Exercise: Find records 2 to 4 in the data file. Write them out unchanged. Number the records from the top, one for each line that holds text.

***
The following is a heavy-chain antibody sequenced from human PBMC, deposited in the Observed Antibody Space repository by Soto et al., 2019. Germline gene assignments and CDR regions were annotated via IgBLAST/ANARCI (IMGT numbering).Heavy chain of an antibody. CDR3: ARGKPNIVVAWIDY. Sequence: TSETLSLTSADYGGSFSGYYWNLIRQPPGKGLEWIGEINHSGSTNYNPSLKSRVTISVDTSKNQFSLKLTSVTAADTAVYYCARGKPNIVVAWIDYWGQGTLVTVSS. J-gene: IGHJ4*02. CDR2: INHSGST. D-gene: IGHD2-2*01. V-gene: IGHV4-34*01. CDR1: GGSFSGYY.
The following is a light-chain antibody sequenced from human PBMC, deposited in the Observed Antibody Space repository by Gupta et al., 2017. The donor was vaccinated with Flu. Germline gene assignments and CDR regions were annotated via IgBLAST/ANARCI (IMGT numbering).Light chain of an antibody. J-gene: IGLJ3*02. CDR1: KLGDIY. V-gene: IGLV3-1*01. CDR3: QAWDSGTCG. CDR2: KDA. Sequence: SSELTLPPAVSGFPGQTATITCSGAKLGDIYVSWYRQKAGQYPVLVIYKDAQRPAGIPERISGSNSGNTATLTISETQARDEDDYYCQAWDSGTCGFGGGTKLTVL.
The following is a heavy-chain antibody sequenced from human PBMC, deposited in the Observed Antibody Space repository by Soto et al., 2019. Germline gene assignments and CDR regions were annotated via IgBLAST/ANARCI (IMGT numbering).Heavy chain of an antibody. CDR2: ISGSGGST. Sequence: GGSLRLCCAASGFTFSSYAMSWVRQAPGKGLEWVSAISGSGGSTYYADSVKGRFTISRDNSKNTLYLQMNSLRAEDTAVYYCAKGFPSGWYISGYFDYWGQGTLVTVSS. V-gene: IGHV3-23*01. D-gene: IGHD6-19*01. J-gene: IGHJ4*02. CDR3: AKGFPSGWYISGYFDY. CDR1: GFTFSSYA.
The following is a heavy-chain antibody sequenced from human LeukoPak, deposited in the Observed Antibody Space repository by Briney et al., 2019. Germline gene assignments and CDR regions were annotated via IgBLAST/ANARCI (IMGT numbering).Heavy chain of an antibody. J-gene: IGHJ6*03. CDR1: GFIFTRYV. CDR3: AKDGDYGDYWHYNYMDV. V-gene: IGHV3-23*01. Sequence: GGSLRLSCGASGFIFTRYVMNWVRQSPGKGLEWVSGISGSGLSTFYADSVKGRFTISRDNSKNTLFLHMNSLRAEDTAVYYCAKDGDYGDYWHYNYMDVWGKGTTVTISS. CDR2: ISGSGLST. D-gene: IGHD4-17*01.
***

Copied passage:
The following is a light-chain antibody sequenced from human PBMC, deposited in the Observed Antibody Space repository by Gupta et al., 2017. The donor was vaccinated with Flu. Germline gene assignments and CDR regions were annotated via IgBLAST/ANARCI (IMGT numbering).Light chain of an antibody. J-gene: IGLJ3*02. CDR1: KLGDIY. V-gene: IGLV3-1*01. CDR3: QAWDSGTCG. CDR2: KDA. Sequence: SSELTLPPAVSGFPGQTATITCSGAKLGDIYVSWYRQKAGQYPVLVIYKDAQRPAGIPERISGSNSGNTATLTISETQARDEDDYYCQAWDSGTCGFGGGTKLTVL.
The following is a heavy-chain antibody sequenced from human PBMC, deposited in the Observed Antibody Space repository by Soto et al., 2019. Germline gene assignments and CDR regions were annotated via IgBLAST/ANARCI (IMGT numbering).Heavy chain of an antibody. CDR2: ISGSGGST. Sequence: GGSLRLCCAASGFTFSSYAMSWVRQAPGKGLEWVSAISGSGGSTYYADSVKGRFTISRDNSKNTLYLQMNSLRAEDTAVYYCAKGFPSGWYISGYFDYWGQGTLVTVSS. V-gene: IGHV3-23*01. D-gene: IGHD6-19*01. J-gene: IGHJ4*02. CDR3: AKGFPSGWYISGYFDY. CDR1: GFTFSSYA.
The following is a heavy-chain antibody sequenced from human LeukoPak, deposited in the Observed Antibody Space repository by Briney et al., 2019. Germline gene assignments and CDR regions were annotated via IgBLAST/ANARCI (IMGT numbering).Heavy chain of an antibody. J-gene: IGHJ6*03. CDR1: GFIFTRYV. CDR3: AKDGDYGDYWHYNYMDV. V-gene: IGHV3-23*01. Sequence: GGSLRLSCGASGFIFTRYVMNWVRQSPGKGLEWVSGISGSGLSTFYADSVKGRFTISRDNSKNTLFLHMNSLRAEDTAVYYCAKDGDYGDYWHYNYMDVWGKGTTVTISS. CDR2: ISGSGLST. D-gene: IGHD4-17*01.